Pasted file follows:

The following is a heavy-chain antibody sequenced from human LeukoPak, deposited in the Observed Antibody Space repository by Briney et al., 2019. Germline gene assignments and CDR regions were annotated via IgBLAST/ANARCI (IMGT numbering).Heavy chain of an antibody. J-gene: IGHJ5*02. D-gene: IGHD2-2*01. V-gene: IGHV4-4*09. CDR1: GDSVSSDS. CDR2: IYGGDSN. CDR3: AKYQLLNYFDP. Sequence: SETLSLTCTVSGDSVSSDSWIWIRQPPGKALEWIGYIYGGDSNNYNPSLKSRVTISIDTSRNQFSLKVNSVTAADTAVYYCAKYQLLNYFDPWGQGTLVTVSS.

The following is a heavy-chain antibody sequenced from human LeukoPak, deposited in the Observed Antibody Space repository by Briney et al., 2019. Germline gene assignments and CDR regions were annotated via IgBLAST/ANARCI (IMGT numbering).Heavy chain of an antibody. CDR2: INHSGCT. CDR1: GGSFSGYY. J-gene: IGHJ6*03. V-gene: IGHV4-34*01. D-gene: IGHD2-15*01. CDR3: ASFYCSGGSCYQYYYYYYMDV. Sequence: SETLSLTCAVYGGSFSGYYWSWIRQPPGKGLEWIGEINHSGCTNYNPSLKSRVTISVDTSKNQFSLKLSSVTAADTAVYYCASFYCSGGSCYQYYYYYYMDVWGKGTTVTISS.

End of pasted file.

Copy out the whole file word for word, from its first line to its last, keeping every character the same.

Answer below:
The following is a heavy-chain antibody sequenced from human LeukoPak, deposited in the Observed Antibody Space repository by Briney et al., 2019. Germline gene assignments and CDR regions were annotated via IgBLAST/ANARCI (IMGT numbering).Heavy chain of an antibody. J-gene: IGHJ5*02. D-gene: IGHD2-2*01. V-gene: IGHV4-4*09. CDR1: GDSVSSDS. CDR2: IYGGDSN. CDR3: AKYQLLNYFDP. Sequence: SETLSLTCTVSGDSVSSDSWIWIRQPPGKALEWIGYIYGGDSNNYNPSLKSRVTISIDTSRNQFSLKVNSVTAADTAVYYCAKYQLLNYFDPWGQGTLVTVSS.

The following is a heavy-chain antibody sequenced from human LeukoPak, deposited in the Observed Antibody Space repository by Briney et al., 2019. Germline gene assignments and CDR regions were annotated via IgBLAST/ANARCI (IMGT numbering).Heavy chain of an antibody. CDR2: INHSGCT. CDR1: GGSFSGYY. J-gene: IGHJ6*03. V-gene: IGHV4-34*01. D-gene: IGHD2-15*01. CDR3: ASFYCSGGSCYQYYYYYYMDV. Sequence: SETLSLTCAVYGGSFSGYYWSWIRQPPGKGLEWIGEINHSGCTNYNPSLKSRVTISVDTSKNQFSLKLSSVTAADTAVYYCASFYCSGGSCYQYYYYYYMDVWGKGTTVTISS.